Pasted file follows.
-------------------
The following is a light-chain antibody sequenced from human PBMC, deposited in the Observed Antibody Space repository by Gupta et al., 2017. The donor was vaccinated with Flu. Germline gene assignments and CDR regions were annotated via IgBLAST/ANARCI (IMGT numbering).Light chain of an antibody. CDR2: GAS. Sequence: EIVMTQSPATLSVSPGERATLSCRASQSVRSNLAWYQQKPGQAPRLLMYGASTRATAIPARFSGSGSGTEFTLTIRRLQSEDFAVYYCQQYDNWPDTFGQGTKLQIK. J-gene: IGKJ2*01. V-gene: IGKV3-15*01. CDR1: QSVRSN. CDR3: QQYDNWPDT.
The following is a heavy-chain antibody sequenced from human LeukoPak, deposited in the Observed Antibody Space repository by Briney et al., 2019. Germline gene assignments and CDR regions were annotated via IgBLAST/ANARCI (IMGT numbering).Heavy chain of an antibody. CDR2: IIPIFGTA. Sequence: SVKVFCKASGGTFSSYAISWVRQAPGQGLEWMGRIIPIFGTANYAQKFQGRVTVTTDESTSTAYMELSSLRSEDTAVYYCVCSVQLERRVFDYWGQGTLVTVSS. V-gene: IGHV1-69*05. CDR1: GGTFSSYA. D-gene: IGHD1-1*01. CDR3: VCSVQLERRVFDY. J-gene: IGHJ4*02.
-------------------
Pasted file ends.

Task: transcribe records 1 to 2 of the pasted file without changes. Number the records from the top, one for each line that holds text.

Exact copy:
The following is a light-chain antibody sequenced from human PBMC, deposited in the Observed Antibody Space repository by Gupta et al., 2017. The donor was vaccinated with Flu. Germline gene assignments and CDR regions were annotated via IgBLAST/ANARCI (IMGT numbering).Light chain of an antibody. CDR2: GAS. Sequence: EIVMTQSPATLSVSPGERATLSCRASQSVRSNLAWYQQKPGQAPRLLMYGASTRATAIPARFSGSGSGTEFTLTIRRLQSEDFAVYYCQQYDNWPDTFGQGTKLQIK. J-gene: IGKJ2*01. V-gene: IGKV3-15*01. CDR1: QSVRSN. CDR3: QQYDNWPDT.
The following is a heavy-chain antibody sequenced from human LeukoPak, deposited in the Observed Antibody Space repository by Briney et al., 2019. Germline gene assignments and CDR regions were annotated via IgBLAST/ANARCI (IMGT numbering).Heavy chain of an antibody. CDR2: IIPIFGTA. Sequence: SVKVFCKASGGTFSSYAISWVRQAPGQGLEWMGRIIPIFGTANYAQKFQGRVTVTTDESTSTAYMELSSLRSEDTAVYYCVCSVQLERRVFDYWGQGTLVTVSS. V-gene: IGHV1-69*05. CDR1: GGTFSSYA. D-gene: IGHD1-1*01. CDR3: VCSVQLERRVFDY. J-gene: IGHJ4*02.